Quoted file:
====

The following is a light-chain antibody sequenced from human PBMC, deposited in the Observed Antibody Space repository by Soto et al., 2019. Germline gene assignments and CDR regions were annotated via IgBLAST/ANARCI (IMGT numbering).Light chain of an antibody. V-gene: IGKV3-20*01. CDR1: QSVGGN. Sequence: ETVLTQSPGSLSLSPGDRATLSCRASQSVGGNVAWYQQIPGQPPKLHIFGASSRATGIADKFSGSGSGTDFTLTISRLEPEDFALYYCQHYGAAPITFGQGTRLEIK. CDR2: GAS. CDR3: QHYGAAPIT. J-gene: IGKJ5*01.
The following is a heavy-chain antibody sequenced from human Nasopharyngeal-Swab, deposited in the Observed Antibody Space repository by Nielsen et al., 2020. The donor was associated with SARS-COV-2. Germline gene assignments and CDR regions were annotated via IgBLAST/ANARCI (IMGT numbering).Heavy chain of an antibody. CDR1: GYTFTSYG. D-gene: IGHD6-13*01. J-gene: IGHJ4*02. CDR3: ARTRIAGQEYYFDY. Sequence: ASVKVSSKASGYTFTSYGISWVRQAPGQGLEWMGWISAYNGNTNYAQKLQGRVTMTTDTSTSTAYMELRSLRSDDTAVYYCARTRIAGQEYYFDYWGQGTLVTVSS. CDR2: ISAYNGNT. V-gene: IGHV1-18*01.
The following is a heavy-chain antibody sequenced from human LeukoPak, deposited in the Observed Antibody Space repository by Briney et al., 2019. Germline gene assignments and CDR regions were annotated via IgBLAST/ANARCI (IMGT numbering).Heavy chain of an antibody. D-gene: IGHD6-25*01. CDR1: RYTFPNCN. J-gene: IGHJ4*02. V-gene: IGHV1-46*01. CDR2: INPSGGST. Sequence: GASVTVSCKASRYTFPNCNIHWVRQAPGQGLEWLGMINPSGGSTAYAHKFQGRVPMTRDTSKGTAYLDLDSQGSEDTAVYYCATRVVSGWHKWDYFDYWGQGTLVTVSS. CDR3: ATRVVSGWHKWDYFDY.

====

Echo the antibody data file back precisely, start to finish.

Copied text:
The following is a light-chain antibody sequenced from human PBMC, deposited in the Observed Antibody Space repository by Soto et al., 2019. Germline gene assignments and CDR regions were annotated via IgBLAST/ANARCI (IMGT numbering).Light chain of an antibody. V-gene: IGKV3-20*01. CDR1: QSVGGN. Sequence: ETVLTQSPGSLSLSPGDRATLSCRASQSVGGNVAWYQQIPGQPPKLHIFGASSRATGIADKFSGSGSGTDFTLTISRLEPEDFALYYCQHYGAAPITFGQGTRLEIK. CDR2: GAS. CDR3: QHYGAAPIT. J-gene: IGKJ5*01.
The following is a heavy-chain antibody sequenced from human Nasopharyngeal-Swab, deposited in the Observed Antibody Space repository by Nielsen et al., 2020. The donor was associated with SARS-COV-2. Germline gene assignments and CDR regions were annotated via IgBLAST/ANARCI (IMGT numbering).Heavy chain of an antibody. CDR1: GYTFTSYG. D-gene: IGHD6-13*01. J-gene: IGHJ4*02. CDR3: ARTRIAGQEYYFDY. Sequence: ASVKVSSKASGYTFTSYGISWVRQAPGQGLEWMGWISAYNGNTNYAQKLQGRVTMTTDTSTSTAYMELRSLRSDDTAVYYCARTRIAGQEYYFDYWGQGTLVTVSS. CDR2: ISAYNGNT. V-gene: IGHV1-18*01.
The following is a heavy-chain antibody sequenced from human LeukoPak, deposited in the Observed Antibody Space repository by Briney et al., 2019. Germline gene assignments and CDR regions were annotated via IgBLAST/ANARCI (IMGT numbering).Heavy chain of an antibody. D-gene: IGHD6-25*01. CDR1: RYTFPNCN. J-gene: IGHJ4*02. V-gene: IGHV1-46*01. CDR2: INPSGGST. Sequence: GASVTVSCKASRYTFPNCNIHWVRQAPGQGLEWLGMINPSGGSTAYAHKFQGRVPMTRDTSKGTAYLDLDSQGSEDTAVYYCATRVVSGWHKWDYFDYWGQGTLVTVSS. CDR3: ATRVVSGWHKWDYFDY.